John Young is associate professor of history at Flagler College in St. Augustine, Florida. While he specializes in the history of medieval Europe, he also teaches courses in ancient history, early modern European history, and all historical layers of African history. His research focuses on the cultural and religious history of the high Middle Ages, with particular emphasis on monasticism, Jewish-Christian relations, and church reform. In addition to his work on Standing Apart, he is co-editor of Preaching and New Worlds, forthcoming from Routledge Press. He has been a visiting professor at the University of Würzburg in Germany and is a research fellow at the Forschungsstelle für vergleichende Ordensgeschichte (Research Center for the Comparative History of Religious Orders) at the University of Dresden.

John grew up in southeast Idaho. He received a BA in history from BYU, a diploma in Jewish Studies from the University of Oxford, and an MMS and PhD in medieval studies from the University of Notre Dame. He and his wife Alicia have seven wonderful children. He currently serves as a counselor in his ward bishopric.

Posted by: Scott Volmar

Jan 012013
 

 

Insights From a Church Historian

 

DATE:  April 14 (Fullerton) and April 15 (La Canada – Flintridge).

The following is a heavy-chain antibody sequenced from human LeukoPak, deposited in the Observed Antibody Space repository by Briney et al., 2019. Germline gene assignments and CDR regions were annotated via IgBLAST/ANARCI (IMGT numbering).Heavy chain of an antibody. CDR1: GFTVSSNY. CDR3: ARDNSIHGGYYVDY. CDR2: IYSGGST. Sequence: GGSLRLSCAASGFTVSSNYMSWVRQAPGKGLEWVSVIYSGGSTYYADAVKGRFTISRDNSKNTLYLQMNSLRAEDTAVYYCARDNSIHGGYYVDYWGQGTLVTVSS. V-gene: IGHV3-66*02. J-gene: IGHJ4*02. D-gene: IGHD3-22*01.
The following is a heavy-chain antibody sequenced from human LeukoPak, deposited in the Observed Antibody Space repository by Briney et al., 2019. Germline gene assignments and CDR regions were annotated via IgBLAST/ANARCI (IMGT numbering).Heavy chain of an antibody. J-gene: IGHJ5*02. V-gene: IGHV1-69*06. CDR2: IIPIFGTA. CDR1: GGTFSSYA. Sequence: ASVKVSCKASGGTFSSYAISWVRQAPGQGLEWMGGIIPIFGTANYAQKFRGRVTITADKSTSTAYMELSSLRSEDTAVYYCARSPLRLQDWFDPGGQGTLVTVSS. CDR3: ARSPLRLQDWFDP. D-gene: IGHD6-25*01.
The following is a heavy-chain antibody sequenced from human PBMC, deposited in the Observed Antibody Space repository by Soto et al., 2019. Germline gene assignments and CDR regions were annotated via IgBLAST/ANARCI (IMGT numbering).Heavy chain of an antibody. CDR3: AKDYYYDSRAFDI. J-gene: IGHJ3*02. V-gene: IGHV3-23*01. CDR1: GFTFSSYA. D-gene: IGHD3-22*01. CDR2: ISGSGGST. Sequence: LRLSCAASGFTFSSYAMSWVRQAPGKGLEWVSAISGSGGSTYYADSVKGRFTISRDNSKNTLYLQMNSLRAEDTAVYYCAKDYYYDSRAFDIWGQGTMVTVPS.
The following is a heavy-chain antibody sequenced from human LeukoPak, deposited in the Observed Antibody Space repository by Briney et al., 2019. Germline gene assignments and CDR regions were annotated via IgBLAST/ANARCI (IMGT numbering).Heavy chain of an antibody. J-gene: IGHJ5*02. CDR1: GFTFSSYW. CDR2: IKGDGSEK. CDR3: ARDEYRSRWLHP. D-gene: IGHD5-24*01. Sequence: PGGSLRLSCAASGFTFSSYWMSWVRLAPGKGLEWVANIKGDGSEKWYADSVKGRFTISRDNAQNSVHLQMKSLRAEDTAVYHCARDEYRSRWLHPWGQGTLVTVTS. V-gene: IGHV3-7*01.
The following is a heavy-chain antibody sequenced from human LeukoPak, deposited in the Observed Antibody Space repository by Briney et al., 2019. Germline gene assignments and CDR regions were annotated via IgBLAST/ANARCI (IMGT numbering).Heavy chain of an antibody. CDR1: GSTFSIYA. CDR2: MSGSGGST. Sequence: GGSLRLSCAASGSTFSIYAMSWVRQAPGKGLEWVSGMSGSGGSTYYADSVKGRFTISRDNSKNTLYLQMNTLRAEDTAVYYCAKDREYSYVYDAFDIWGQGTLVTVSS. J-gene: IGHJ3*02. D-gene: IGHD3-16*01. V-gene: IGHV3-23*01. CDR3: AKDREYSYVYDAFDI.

TIME: 7:30 p.m.

We are pleased and honored to have as our April 2017 Miller Eccles guest, Elder Marlin K. Jensen, First Council of Seventy Emeritus and former LDS Church Historian

THE TOPIC: Elder Jensen served as Church Historian during a key period for that office–from 2005 to 2012. It was during this time that the Joseph Smith Papers Project took off and it has been producing important new volumes almost every year for the past decade. In addition, the new Church History Library was constructed and the History Department expanded and moved into modern new quarters. The scholars and researchers who had been at Joseph Fielding Smith Institute for Church History at BYU were brought back to Salt Lake. The Church Historian’s Press was launched as the publisher of the Joseph Smith Papers, as well as selected other important Church history volumes.